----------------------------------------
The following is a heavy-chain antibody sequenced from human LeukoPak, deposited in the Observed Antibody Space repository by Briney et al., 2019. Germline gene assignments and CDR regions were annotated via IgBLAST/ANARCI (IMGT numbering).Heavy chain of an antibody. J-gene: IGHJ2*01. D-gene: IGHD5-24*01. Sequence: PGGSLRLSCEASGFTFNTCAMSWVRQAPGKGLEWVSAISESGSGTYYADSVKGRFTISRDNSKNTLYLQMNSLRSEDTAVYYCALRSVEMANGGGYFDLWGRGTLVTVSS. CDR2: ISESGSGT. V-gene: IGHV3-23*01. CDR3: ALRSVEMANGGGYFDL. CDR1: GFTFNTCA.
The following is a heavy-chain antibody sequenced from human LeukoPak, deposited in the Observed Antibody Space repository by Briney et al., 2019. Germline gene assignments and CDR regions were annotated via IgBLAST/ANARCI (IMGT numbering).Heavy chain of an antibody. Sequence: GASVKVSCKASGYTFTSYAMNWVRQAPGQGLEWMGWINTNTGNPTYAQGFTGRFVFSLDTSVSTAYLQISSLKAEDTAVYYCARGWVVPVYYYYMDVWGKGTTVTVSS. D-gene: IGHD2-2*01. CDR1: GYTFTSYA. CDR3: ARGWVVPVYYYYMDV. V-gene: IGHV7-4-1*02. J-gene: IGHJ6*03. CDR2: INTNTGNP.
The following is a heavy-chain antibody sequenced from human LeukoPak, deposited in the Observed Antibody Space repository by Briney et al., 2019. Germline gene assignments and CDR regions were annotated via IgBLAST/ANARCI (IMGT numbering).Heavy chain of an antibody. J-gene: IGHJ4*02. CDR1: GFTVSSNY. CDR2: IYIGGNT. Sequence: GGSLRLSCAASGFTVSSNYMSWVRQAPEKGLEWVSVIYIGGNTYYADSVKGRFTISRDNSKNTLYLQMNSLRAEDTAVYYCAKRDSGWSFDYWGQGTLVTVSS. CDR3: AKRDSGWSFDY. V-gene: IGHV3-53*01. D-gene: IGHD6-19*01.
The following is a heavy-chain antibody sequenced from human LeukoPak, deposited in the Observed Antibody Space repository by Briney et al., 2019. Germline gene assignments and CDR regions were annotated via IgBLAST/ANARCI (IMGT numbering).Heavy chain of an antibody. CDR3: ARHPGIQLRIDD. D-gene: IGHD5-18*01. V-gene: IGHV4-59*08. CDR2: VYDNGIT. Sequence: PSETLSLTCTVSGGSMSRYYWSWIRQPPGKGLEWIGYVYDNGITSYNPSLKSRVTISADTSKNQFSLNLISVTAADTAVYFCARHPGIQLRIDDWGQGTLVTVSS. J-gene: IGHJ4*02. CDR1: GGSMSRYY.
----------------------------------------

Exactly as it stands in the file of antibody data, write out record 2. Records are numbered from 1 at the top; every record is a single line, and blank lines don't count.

The following is a heavy-chain antibody sequenced from human LeukoPak, deposited in the Observed Antibody Space repository by Briney et al., 2019. Germline gene assignments and CDR regions were annotated via IgBLAST/ANARCI (IMGT numbering).Heavy chain of an antibody. Sequence: GASVKVSCKASGYTFTSYAMNWVRQAPGQGLEWMGWINTNTGNPTYAQGFTGRFVFSLDTSVSTAYLQISSLKAEDTAVYYCARGWVVPVYYYYMDVWGKGTTVTVSS. D-gene: IGHD2-2*01. CDR1: GYTFTSYA. CDR3: ARGWVVPVYYYYMDV. V-gene: IGHV7-4-1*02. J-gene: IGHJ6*03. CDR2: INTNTGNP.